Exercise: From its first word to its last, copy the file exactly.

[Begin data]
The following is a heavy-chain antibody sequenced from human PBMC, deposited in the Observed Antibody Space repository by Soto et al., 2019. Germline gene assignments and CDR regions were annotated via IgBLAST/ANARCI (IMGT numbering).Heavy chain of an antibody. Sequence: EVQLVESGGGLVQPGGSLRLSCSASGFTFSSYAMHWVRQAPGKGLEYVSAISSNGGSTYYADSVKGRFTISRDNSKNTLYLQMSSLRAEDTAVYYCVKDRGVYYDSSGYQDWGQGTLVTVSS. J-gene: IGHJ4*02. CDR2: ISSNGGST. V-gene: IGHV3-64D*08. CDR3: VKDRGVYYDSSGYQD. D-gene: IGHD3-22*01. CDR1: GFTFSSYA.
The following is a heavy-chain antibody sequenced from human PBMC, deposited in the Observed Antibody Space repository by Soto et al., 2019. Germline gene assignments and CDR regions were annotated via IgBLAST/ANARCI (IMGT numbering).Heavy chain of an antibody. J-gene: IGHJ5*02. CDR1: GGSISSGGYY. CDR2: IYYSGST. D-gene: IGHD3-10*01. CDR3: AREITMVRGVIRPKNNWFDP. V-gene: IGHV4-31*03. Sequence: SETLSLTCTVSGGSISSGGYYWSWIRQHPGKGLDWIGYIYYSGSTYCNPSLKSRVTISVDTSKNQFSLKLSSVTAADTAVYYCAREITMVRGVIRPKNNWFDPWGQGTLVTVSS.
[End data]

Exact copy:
The following is a heavy-chain antibody sequenced from human PBMC, deposited in the Observed Antibody Space repository by Soto et al., 2019. Germline gene assignments and CDR regions were annotated via IgBLAST/ANARCI (IMGT numbering).Heavy chain of an antibody. Sequence: EVQLVESGGGLVQPGGSLRLSCSASGFTFSSYAMHWVRQAPGKGLEYVSAISSNGGSTYYADSVKGRFTISRDNSKNTLYLQMSSLRAEDTAVYYCVKDRGVYYDSSGYQDWGQGTLVTVSS. J-gene: IGHJ4*02. CDR2: ISSNGGST. V-gene: IGHV3-64D*08. CDR3: VKDRGVYYDSSGYQD. D-gene: IGHD3-22*01. CDR1: GFTFSSYA.
The following is a heavy-chain antibody sequenced from human PBMC, deposited in the Observed Antibody Space repository by Soto et al., 2019. Germline gene assignments and CDR regions were annotated via IgBLAST/ANARCI (IMGT numbering).Heavy chain of an antibody. J-gene: IGHJ5*02. CDR1: GGSISSGGYY. CDR2: IYYSGST. D-gene: IGHD3-10*01. CDR3: AREITMVRGVIRPKNNWFDP. V-gene: IGHV4-31*03. Sequence: SETLSLTCTVSGGSISSGGYYWSWIRQHPGKGLDWIGYIYYSGSTYCNPSLKSRVTISVDTSKNQFSLKLSSVTAADTAVYYCAREITMVRGVIRPKNNWFDPWGQGTLVTVSS.